Short Film: “Küzd?k” Is a Witty Animated Twist on a Classical Idea

Why Watch? This quite short but still entirely provocative short won the Short Film Palme d’Or at the 1977 Cannes Film Festival. It’s the work of animator Marcell Jankovics, whose prior short Sisyphus was nominated for an Oscar in 1974 (and later used in a Super Bowl commercial for GMC). Jankovics has been called the “Walt Disney of Hungary,” which has everything to do with his place in cultural consciousness and much less to do with his actual work.

Küzd?k is a very brief film with awfully grand things to say. It’s a vignette of a sculptor who is quite literally destroyed by his greatest work, which comes to life while he carves. Creator and creation are both armed with chisels and chip away at each other. As the artwork becomes young, strong and beautiful, the artist ages into a withered nothingness. The whole thing is perfectly textured, capturing all of the roughness of untamed rock and bringing out a striking violence in the act of stone carving. Yet the cartoon is contemplative rather than brutal, re-framing the relationship between art object and artist with bold concision.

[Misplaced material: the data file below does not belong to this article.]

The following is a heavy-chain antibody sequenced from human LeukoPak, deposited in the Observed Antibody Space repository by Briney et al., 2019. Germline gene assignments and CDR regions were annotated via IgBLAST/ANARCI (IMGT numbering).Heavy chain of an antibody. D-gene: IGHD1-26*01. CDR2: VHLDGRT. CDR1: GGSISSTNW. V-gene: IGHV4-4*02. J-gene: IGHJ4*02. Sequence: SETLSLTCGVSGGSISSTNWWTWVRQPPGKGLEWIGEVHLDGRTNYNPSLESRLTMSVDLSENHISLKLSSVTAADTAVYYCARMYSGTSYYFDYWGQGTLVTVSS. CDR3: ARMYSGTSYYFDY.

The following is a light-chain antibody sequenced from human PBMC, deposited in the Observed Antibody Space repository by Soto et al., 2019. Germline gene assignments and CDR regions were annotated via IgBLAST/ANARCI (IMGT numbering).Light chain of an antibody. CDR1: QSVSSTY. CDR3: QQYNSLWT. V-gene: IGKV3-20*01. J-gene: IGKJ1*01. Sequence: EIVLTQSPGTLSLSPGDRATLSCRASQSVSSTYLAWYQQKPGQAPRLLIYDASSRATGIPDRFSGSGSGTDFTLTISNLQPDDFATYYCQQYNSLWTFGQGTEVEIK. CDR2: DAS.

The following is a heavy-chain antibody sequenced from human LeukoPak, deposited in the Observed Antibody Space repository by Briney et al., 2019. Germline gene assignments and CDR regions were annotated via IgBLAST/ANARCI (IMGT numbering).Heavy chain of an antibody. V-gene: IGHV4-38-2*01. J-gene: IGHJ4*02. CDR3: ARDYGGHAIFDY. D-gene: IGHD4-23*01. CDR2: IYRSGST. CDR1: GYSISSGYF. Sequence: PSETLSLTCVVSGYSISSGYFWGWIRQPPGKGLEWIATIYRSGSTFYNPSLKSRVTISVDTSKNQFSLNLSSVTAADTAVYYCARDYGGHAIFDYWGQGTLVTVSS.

What Will It Cost? Just over 2 minutes.

Keep Watching Short Films

Daniel Walber is a freelance critic living in Brooklyn. He holds a MA in cinema studies from New York University, loves any movie under 80 minutes, and is gay for Bette Davis.

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